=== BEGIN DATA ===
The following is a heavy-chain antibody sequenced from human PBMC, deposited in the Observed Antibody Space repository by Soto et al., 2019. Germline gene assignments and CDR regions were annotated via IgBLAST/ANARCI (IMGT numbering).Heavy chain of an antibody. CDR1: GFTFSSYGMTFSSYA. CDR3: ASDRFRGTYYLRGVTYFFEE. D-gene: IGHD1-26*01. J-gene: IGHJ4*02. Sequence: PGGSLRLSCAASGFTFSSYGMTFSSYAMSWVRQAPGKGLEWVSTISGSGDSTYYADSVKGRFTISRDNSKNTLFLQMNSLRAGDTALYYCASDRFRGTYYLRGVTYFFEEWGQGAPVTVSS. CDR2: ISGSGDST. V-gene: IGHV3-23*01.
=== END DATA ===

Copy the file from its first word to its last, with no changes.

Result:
The following is a heavy-chain antibody sequenced from human PBMC, deposited in the Observed Antibody Space repository by Soto et al., 2019. Germline gene assignments and CDR regions were annotated via IgBLAST/ANARCI (IMGT numbering).Heavy chain of an antibody. CDR1: GFTFSSYGMTFSSYA. CDR3: ASDRFRGTYYLRGVTYFFEE. D-gene: IGHD1-26*01. J-gene: IGHJ4*02. Sequence: PGGSLRLSCAASGFTFSSYGMTFSSYAMSWVRQAPGKGLEWVSTISGSGDSTYYADSVKGRFTISRDNSKNTLFLQMNSLRAGDTALYYCASDRFRGTYYLRGVTYFFEEWGQGAPVTVSS. CDR2: ISGSGDST. V-gene: IGHV3-23*01.